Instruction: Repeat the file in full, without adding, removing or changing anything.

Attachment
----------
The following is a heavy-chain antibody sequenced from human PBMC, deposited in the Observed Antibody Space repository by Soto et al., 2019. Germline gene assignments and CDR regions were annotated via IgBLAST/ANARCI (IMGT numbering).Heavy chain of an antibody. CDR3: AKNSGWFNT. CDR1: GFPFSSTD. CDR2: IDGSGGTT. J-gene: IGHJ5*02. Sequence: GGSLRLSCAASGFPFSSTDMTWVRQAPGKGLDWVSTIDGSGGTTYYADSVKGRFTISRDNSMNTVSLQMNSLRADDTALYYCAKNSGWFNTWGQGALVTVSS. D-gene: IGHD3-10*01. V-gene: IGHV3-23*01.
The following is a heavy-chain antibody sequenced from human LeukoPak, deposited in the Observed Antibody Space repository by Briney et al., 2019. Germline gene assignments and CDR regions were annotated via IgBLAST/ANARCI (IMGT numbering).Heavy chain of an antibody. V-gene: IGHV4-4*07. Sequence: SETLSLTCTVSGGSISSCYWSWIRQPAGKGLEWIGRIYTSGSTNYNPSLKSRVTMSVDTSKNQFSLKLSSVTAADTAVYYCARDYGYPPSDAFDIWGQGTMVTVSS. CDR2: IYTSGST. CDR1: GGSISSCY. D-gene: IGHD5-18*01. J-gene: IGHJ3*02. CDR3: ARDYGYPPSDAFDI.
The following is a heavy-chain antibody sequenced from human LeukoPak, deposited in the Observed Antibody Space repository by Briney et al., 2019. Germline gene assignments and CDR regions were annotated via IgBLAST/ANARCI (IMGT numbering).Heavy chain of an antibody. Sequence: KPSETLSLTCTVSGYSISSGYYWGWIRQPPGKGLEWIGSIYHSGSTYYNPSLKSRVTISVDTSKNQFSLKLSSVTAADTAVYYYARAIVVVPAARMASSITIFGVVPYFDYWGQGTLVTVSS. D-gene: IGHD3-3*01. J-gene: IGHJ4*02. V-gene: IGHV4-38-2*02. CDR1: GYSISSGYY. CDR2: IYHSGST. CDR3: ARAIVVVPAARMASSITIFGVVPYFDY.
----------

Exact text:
The following is a heavy-chain antibody sequenced from human PBMC, deposited in the Observed Antibody Space repository by Soto et al., 2019. Germline gene assignments and CDR regions were annotated via IgBLAST/ANARCI (IMGT numbering).Heavy chain of an antibody. CDR3: AKNSGWFNT. CDR1: GFPFSSTD. CDR2: IDGSGGTT. J-gene: IGHJ5*02. Sequence: GGSLRLSCAASGFPFSSTDMTWVRQAPGKGLDWVSTIDGSGGTTYYADSVKGRFTISRDNSMNTVSLQMNSLRADDTALYYCAKNSGWFNTWGQGALVTVSS. D-gene: IGHD3-10*01. V-gene: IGHV3-23*01.
The following is a heavy-chain antibody sequenced from human LeukoPak, deposited in the Observed Antibody Space repository by Briney et al., 2019. Germline gene assignments and CDR regions were annotated via IgBLAST/ANARCI (IMGT numbering).Heavy chain of an antibody. V-gene: IGHV4-4*07. Sequence: SETLSLTCTVSGGSISSCYWSWIRQPAGKGLEWIGRIYTSGSTNYNPSLKSRVTMSVDTSKNQFSLKLSSVTAADTAVYYCARDYGYPPSDAFDIWGQGTMVTVSS. CDR2: IYTSGST. CDR1: GGSISSCY. D-gene: IGHD5-18*01. J-gene: IGHJ3*02. CDR3: ARDYGYPPSDAFDI.
The following is a heavy-chain antibody sequenced from human LeukoPak, deposited in the Observed Antibody Space repository by Briney et al., 2019. Germline gene assignments and CDR regions were annotated via IgBLAST/ANARCI (IMGT numbering).Heavy chain of an antibody. Sequence: KPSETLSLTCTVSGYSISSGYYWGWIRQPPGKGLEWIGSIYHSGSTYYNPSLKSRVTISVDTSKNQFSLKLSSVTAADTAVYYYARAIVVVPAARMASSITIFGVVPYFDYWGQGTLVTVSS. D-gene: IGHD3-3*01. J-gene: IGHJ4*02. V-gene: IGHV4-38-2*02. CDR1: GYSISSGYY. CDR2: IYHSGST. CDR3: ARAIVVVPAARMASSITIFGVVPYFDY.